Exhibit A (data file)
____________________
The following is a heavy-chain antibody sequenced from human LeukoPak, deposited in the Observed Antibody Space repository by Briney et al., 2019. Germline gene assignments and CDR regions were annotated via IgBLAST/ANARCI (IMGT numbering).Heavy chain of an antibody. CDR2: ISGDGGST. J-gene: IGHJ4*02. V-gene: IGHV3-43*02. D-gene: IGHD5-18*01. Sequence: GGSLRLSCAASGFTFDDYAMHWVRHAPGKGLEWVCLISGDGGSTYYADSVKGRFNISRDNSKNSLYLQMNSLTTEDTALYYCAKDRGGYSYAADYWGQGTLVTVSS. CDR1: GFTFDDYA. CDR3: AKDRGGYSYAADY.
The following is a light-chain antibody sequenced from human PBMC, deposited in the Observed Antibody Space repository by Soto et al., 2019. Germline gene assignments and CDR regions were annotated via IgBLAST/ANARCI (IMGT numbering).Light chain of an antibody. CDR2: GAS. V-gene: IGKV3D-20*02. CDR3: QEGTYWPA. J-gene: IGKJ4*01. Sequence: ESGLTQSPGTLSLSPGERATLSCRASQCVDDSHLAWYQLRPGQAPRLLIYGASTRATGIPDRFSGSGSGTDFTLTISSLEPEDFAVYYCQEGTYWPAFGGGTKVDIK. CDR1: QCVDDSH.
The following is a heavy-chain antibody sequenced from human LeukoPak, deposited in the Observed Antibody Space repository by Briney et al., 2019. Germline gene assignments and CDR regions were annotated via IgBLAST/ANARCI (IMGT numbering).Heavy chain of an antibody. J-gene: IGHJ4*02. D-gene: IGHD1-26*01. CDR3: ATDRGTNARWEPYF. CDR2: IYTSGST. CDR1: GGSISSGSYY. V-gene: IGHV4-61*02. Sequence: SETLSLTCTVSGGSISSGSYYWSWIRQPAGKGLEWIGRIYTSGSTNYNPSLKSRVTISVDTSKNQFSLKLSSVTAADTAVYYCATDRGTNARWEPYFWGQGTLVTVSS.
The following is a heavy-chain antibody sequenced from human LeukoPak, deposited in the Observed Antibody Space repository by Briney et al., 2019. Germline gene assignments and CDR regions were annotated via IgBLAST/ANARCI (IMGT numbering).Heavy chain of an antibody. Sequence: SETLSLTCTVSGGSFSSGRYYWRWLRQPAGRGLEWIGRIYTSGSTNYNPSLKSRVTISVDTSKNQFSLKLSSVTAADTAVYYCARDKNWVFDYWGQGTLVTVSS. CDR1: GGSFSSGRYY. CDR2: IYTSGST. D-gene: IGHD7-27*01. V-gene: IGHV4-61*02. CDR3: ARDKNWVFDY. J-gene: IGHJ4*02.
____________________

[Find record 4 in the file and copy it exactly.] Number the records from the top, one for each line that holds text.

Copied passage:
The following is a heavy-chain antibody sequenced from human LeukoPak, deposited in the Observed Antibody Space repository by Briney et al., 2019. Germline gene assignments and CDR regions were annotated via IgBLAST/ANARCI (IMGT numbering).Heavy chain of an antibody. Sequence: SETLSLTCTVSGGSFSSGRYYWRWLRQPAGRGLEWIGRIYTSGSTNYNPSLKSRVTISVDTSKNQFSLKLSSVTAADTAVYYCARDKNWVFDYWGQGTLVTVSS. CDR1: GGSFSSGRYY. CDR2: IYTSGST. D-gene: IGHD7-27*01. V-gene: IGHV4-61*02. CDR3: ARDKNWVFDY. J-gene: IGHJ4*02.